It may be no coincidence that the very next track after “Deathknell” is called “Silly Song”. Unlike “Deathknell”’s assault of raw, resonant guitars, twanging like drunkenness on the verge of turning ugly, “Silly Song” twangs in the laid back San Francisco folk style Foster’s band The Supposed have chosen to adopt, but strips back several layers to reveal a sad and desolate morning after (there’s even a whistle to accompany the lonely walk home). Neither of these tracks is exactly playful, but together they illustrate the way ‘just a silly song’ can be played with in a variety of ways. No matter how silly the song is, it can speak a volume of damage: the damage done, and the damage inflicted. This irony embedded in seemingly unambiguous pop sentiment always appears to convey a vaguely contemptuous attitude to the genre, often wearing the mask of a nursery rhyme to make a point about the emotional disingenuousness that exists outside pop music, in the baby talk of lovers for example.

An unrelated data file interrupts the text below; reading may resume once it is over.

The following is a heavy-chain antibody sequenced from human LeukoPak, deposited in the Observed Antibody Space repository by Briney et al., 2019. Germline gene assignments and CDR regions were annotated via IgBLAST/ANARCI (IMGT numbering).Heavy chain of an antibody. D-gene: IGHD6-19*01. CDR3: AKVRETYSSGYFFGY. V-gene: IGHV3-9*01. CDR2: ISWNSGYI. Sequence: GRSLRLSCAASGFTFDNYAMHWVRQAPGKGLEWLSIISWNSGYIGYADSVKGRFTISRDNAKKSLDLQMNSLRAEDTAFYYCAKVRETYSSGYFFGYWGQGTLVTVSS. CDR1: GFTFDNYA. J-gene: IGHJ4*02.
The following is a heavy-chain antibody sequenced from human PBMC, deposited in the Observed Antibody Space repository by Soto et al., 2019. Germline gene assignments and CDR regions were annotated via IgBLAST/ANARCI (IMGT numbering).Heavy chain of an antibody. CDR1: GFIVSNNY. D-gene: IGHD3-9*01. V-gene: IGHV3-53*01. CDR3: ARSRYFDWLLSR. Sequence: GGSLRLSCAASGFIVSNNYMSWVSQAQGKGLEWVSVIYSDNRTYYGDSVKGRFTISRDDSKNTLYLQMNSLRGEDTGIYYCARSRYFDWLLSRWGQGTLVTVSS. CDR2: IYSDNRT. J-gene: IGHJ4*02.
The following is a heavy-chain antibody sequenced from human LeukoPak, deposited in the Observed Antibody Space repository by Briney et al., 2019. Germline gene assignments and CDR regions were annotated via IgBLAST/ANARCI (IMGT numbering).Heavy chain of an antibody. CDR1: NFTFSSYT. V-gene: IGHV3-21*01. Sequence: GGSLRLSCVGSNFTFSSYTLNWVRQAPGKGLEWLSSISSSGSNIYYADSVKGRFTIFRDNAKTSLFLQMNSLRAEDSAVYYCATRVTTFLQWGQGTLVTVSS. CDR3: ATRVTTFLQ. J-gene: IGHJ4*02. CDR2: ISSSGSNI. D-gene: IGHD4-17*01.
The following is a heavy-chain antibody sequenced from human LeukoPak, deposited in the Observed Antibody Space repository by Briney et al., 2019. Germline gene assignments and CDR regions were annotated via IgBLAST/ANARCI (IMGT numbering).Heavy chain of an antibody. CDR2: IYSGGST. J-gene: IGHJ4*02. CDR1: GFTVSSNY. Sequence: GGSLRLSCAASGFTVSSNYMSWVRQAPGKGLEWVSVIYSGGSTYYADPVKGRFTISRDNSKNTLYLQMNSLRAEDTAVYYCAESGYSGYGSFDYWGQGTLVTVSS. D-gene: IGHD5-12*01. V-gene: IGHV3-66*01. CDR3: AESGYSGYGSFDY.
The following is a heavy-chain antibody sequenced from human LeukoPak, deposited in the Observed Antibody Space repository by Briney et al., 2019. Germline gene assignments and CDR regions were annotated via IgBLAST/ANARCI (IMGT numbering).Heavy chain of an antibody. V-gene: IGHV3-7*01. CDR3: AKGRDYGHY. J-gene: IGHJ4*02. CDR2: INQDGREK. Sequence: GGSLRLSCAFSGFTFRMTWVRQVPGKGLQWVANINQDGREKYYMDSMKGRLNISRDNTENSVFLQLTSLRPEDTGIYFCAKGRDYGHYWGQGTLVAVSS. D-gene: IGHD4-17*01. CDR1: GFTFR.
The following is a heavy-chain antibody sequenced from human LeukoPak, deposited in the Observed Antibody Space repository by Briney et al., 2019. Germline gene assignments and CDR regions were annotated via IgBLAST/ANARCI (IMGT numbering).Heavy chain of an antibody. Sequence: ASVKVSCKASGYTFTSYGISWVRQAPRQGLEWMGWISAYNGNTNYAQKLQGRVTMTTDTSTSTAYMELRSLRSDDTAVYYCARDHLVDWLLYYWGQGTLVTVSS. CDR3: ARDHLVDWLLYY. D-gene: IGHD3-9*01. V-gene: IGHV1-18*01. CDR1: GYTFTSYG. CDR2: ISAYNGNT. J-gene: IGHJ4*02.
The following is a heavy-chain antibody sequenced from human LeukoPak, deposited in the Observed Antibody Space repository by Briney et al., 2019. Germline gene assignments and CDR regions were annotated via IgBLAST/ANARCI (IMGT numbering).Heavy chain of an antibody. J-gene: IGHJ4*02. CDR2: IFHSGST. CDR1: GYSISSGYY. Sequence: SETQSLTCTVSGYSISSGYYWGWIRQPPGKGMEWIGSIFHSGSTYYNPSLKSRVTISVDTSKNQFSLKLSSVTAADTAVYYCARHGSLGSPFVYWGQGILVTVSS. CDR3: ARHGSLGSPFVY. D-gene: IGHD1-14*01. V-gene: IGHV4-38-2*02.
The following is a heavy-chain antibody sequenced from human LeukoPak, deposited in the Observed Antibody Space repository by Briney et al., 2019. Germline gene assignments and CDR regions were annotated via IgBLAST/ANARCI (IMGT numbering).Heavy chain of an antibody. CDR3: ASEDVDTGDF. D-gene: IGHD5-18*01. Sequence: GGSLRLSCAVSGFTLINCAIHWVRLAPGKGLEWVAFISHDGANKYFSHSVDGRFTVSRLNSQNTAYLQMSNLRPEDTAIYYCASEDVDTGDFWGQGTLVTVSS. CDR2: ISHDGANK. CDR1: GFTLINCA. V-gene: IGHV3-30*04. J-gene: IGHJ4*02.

One of the qualities of the Ace is the potential to blow it. It wasn’t always the highest card in the game. In the Middle Ages it was the lowest roll and traditionally meant ‘bad luck.’ Later it began to shapeshift between highest and lowest card. Because it can be played as either in contemporary card games, it is usually considered a game changer. In this way it represents a valuable move that can either open up a list of successive moves, or blow them all in one fell swoop. The analogy between this high/low card and the kind of pop song that tries to go above and beyond the call of its genre fits because the song wearily wields all its antecedents and possible succedents, like a card that has the potential to make a very significant move from a seemingly unassuming place. This is the song that blows all the rest out of the water just to make a point.